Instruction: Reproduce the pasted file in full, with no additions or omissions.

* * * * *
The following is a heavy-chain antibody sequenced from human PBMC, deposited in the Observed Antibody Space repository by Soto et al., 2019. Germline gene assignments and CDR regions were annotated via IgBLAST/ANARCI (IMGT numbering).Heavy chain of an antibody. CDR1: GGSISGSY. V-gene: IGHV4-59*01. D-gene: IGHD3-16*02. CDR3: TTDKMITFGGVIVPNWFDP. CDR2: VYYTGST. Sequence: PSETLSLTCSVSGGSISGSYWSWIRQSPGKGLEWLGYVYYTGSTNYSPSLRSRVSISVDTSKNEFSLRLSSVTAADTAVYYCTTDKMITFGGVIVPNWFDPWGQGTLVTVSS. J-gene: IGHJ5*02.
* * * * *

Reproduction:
The following is a heavy-chain antibody sequenced from human PBMC, deposited in the Observed Antibody Space repository by Soto et al., 2019. Germline gene assignments and CDR regions were annotated via IgBLAST/ANARCI (IMGT numbering).Heavy chain of an antibody. CDR1: GGSISGSY. V-gene: IGHV4-59*01. D-gene: IGHD3-16*02. CDR3: TTDKMITFGGVIVPNWFDP. CDR2: VYYTGST. Sequence: PSETLSLTCSVSGGSISGSYWSWIRQSPGKGLEWLGYVYYTGSTNYSPSLRSRVSISVDTSKNEFSLRLSSVTAADTAVYYCTTDKMITFGGVIVPNWFDPWGQGTLVTVSS. J-gene: IGHJ5*02.